NEW YORK—According to a recent survey conducted by McKinsey & Co. and the World Economic Forum, consumers are increasingly interested in autonomous and electric vehicles.
“While the COVID-19 pandemic has created challenges for both automotive manufacturing and sales, OEMs could benefit from favorable consumer sentiment,” says Kersten Heineke, a partner at McKinsey & Co. and the McKinsey Center for Future Mobility who coauthored of the study. “The pandemic appears to have increased consumer awareness about the negative effects of travel, including congested roads and heavy emissions.”
According to Heineke, annual global passenger plug-in EV sales hit three million in 2020—a more than 40 percent year-on-year increase—with 46 percent of fiscal-year sales coming from Europe, 39 percent from China and 12 percent from North America.
Heineke believes the shift in consumer sentiment could also have implications for commercial transport and logistics. Indeed, more than 70 percent of survey respondents stated that delivery of goods should shift from vehicles with internal combustion engines to EVs for long-haul trucking and intracity transport. In addition, more than 40 percent of respondents in all regions claimed they are willing to pay a premium to enable this shift.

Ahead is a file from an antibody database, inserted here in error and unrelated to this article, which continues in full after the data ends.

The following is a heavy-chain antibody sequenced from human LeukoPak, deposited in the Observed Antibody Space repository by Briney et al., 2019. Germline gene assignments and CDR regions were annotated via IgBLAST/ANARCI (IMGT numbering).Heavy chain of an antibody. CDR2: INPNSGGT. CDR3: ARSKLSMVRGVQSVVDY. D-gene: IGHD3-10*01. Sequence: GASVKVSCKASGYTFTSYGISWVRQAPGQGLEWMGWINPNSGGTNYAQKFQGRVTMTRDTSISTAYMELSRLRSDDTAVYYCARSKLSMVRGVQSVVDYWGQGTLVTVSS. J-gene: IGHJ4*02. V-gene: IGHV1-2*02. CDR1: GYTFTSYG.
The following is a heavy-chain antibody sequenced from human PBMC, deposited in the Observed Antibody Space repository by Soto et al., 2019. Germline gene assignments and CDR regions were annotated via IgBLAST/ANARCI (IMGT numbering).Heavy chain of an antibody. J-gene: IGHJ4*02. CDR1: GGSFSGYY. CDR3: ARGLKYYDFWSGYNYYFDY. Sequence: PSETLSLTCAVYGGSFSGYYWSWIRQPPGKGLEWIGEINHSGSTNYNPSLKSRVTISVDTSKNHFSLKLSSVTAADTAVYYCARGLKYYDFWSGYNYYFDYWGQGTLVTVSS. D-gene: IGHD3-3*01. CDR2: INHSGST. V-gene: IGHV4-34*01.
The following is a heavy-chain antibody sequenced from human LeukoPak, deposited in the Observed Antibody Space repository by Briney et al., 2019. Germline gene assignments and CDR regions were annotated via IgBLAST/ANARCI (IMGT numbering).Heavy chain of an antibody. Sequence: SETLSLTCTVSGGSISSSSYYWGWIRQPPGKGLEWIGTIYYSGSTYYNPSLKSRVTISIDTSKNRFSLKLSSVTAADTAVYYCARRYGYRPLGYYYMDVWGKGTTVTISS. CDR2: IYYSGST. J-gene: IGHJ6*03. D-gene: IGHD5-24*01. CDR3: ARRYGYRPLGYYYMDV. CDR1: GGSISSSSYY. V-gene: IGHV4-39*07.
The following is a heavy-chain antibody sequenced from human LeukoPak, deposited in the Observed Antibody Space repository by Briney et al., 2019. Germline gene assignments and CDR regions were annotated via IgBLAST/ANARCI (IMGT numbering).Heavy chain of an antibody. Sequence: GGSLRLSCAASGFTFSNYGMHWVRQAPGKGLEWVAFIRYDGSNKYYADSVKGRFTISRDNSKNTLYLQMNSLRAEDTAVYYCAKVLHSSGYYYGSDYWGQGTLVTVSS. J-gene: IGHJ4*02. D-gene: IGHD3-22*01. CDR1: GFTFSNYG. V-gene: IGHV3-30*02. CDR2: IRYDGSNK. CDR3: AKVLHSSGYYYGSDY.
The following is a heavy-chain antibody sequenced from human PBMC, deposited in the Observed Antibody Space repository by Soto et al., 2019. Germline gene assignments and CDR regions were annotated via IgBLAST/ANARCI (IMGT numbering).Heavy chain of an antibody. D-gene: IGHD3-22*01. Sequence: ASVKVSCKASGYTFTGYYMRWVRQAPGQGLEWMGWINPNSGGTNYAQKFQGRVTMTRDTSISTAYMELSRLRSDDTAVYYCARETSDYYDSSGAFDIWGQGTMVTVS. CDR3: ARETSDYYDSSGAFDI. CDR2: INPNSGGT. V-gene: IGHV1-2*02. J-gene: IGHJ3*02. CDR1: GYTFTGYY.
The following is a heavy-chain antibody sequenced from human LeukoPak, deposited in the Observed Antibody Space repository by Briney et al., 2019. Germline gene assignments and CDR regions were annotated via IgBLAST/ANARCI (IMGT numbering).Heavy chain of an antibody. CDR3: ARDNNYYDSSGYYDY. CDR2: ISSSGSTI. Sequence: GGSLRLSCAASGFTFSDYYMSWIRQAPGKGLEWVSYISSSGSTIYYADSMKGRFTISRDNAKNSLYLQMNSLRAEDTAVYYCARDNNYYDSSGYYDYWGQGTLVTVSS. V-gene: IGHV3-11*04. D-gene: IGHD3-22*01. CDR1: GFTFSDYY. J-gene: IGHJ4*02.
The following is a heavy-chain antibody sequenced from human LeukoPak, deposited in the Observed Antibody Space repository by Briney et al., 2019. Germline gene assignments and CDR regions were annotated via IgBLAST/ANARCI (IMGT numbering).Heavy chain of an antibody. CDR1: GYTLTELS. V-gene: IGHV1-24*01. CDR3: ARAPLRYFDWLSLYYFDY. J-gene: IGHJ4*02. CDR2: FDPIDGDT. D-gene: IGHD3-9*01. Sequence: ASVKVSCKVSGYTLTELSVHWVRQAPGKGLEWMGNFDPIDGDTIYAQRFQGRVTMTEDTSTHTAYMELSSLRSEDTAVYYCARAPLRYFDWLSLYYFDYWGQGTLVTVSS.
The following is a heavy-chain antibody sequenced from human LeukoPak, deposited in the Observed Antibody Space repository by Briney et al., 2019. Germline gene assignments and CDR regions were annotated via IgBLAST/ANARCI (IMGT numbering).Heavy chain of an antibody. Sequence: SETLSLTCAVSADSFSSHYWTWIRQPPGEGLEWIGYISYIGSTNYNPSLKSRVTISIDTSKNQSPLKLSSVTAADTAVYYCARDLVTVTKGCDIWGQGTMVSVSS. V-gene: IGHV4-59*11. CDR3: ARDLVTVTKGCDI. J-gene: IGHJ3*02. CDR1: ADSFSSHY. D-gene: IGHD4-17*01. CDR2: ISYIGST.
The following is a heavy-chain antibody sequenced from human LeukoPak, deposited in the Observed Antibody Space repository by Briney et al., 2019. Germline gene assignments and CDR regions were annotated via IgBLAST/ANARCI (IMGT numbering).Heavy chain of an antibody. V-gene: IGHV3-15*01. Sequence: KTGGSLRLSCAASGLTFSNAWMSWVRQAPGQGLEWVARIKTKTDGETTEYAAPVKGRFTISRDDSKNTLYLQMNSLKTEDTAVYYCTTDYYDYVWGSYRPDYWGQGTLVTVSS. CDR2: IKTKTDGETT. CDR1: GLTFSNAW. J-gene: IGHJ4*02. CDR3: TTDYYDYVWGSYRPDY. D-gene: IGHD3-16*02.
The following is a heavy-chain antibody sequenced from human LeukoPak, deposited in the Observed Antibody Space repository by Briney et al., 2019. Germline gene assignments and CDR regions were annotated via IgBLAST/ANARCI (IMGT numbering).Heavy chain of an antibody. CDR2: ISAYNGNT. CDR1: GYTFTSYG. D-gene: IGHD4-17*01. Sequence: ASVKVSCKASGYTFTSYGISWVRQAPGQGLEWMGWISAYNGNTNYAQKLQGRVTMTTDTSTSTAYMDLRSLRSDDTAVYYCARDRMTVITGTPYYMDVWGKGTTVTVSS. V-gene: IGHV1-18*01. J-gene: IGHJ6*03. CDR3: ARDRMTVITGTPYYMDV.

In another major shift, low-emission manufacturing is becoming more important to consumers. Of the survey respondents who were considering an EV purchase, over half stated that it was a “moderately” or “extremely important” consideration.
“This development suggests that changing consumer sentiment will affect not only vehicle sales, but also the entire supply chain,” explains Heineke. “Many respondents were also interested in end-of-life vehicle recycling.
“The survey showed that use of sustainable materials is an important consideration for potential EV buyers,” adds Heineke. “Use of a local manufacturer was also moderately to extremely important to many respondents.
“The COVID-19 pandemic has made consumers more likely to use delivery services, via traditional methods and autonomous technology,” says Heineke. “Both quarantine restrictions and the desire to limit human contact [contribute to this sentiment].”
Despite the growing acceptance of AVs, Heineke warns that OEMs face many barriers to adoption. “Overall knowledge of this technology is still relatively low, with many respondents stating that they had never heard of AVs or advanced driver-assistance systems (ADAS), or that they did not fully understand the meaning of these terms,” he points out.
“The lack of consumer education contributes to the relatively low trust in AVs—something that is still pronounced despite the increase in the number of people willing to use them,” claims Heineke. “When we asked survey respondents what kept them from using AVs, most stated that they did not believe the technology was ready.
“Many others stated that they did not believe AV technology was safer than their own driving,” notes Heineke. “Overall, trust is so low that almost half of consumers would not trust OEMs, regulatory bodies or independent third parties to validate technology.”